1) Angel was saved and baptized, and so were nine others that are very dear to me… Christian, John Lester, Freleyta, Deciree, Mian, Roselle, Kimberlyn, KC Anne, and Crystal Jane, in whose lives are noticeable changes and eager hearts that serve.
2) They were baptized by my husband John, who is an incredible man, radically saved, who has poured his life into discipleship, and just serving at every turn, with the humblest of hearts.
3) Two witnesses to these baptisms were my oldest two children, Riley, and Kendall, who are also incredible christian examples, who serve in teaching the children, praise and worship, and so much more.
4) John, Riley, and Kendall are coming home and we cannot wait to embrace each other again.
5) We have two Filipino Congressmen dedicated to helping us get Angel adopted.
6) We have wonderful, devoted, God sent ministry leaders to fill our shoes in our absence.
7) We have a church being built!
8) We have a car, all our own, a blessing from a Godly family, who has given us more than I could ever put into words.
9) We have a sister and brother-in-law who help us at every turn, willing to let our larger than average family stay with them until we find a home.
10) We have an abundance of uplifting friends and family, who pray and encourage and support us…
Goodness, once I started listing the things that matter, I realized I could be here for quite a while. I realized that most of the tears I have cried lately are tears of joy. There are things that have been getting me down and I may write about them sometime… In fact, I did… But once I read through the 3-paged journal of this past month, I thought what does this even matter?? Who cares about what I don’t have… There is so much that I do have, and I see it plain as day. I think I will hit delete on all that stuff that doesn’t matter… I know God has everything laid out already… and I trust in it. How could I not, when He has shown me so much!? I know I will make it back to my Filipino family and Angel, not as quickly as John, as he will head back in the next month or two, but I will… and that’s what matters.
Isn’t it wonderful to see… I mean truly SEE! Today my eyes are open to see this great life before me… Five years ago my husband and I began this journey of a life with God as Point. I, more reluctantly than any other member of my immediate family, gave up my home and everything in it… well everything that I couldn’t shove into my poor sister-in-law’s closet. I sold my beloved favorite shiny light blue minivan with automatic sliding door… And my husband sold his beloved ol’ pickup truck, which had molded to shape his bottom half. I literally had to sit on something to see above the steering wheel. He sold his kayak and treasured camping and fishing gear, tools, everything… and all for much less than they were worth. We took what we had and followed the Holy Spirit’s lead, prompting us to go to the Philippines. Mind you, I never EVER would have gone unless it was so clear to me, and it was abundantly so. What a journey it has been! Our family is forever changed. Our family has grown, not only in number, but in spirit. We can get through anything together, and we don’t need much! We have developed true bonds with true friends that fight with us on many levels. Some have and continue to visit us here in the Philippines. Some write messages of encouragement. Some send funds. Some pray. Some do all of the above. We are so blessed! Today, I think of my oldest two as they continue to study there in the U.S. They make my heart soar with joy! In just a few months they have both made all A’s and B’s on their report card. Kendall even made the honor roll as she had enough A’s over B’s. All of their teacher comments were so gratifying. They jumped right into sports. Riley playing baseball and Kendall softball for their school team. Win or lose, they always wrote about how much fun they had. Riley even went on to getting 3rd in district, and #1 in runs scored. He also got a prestigious “Heart of the Lion” award, for being an all-around example of a good student and friend to his peers. And Kendall told me she is striving for that award as well. They love and encourage each other like no other. It melted my heart when they each messaged me about Kendall’s hand being slammed in the truck door. Riley felt so terrible for accidentally having done it, and Kendall felt terrible that her brother felt so terrible. Instead of asking me to pray for her hand, she asked for me to pray for her brother! Stuff like this means so much more to me than that silly shiny minivan, or the comfort of a recliner. The memories and struggles of ministry life here have made them shine from the inside out!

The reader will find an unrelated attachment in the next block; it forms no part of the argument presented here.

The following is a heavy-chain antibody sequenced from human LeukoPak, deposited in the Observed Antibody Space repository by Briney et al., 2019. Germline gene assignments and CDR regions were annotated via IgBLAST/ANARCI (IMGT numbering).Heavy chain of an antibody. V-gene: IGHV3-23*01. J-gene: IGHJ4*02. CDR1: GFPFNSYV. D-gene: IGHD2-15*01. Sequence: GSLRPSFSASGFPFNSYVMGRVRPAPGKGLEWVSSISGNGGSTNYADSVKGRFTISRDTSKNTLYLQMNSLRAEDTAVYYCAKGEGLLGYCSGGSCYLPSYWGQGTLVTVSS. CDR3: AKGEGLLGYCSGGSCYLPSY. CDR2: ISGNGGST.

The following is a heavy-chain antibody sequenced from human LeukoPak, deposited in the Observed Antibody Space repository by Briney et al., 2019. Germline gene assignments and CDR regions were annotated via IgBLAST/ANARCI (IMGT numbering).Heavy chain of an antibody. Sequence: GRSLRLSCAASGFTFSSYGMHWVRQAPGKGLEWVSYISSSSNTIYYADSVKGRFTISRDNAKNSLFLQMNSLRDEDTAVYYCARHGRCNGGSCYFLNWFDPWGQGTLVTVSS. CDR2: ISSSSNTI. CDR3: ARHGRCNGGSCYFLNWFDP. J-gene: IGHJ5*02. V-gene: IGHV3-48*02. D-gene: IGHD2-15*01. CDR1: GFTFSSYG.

It used to wear me thin to have to ask for funds and support… It was so draining and terrifying to me, and a humbling experience like no other. But God changed my view, and in this moment, I see it as God’s blessings above all. It’s part of the beauty of how He works. Riley’s teeth were in horrible condition. I don’t know if it was because of malnourishment, as we have had to eat a lot of rice, or the water, or bad genes, or what… But he had a cavity in each tooth. We had taken him to the dentist here in the Philippines, but she just said he had softening of his enamel and there was nothing she could do but fill the holes as they came. When he went back to the U.S., he was seen by a dentist, and so far he has had 9 of his teeth fixed. It doesn’t hurt him to eat chips anymore, and I am so thankful to those who donated for all the expensive work… There have been times when I have felt inadequate as a mom, because of things like not being able to help my son get his teeth fixed. And those things can creep into a mother’s mind and take up residence. But God blesses… and continues to do so time and time again! I refuse to see it any other way now. And I know that just like, the land, our hollow block home, flight tickets, and daily needs… He has provided. He continually provides and He will provide the rest of what is needed to build this church! I know it!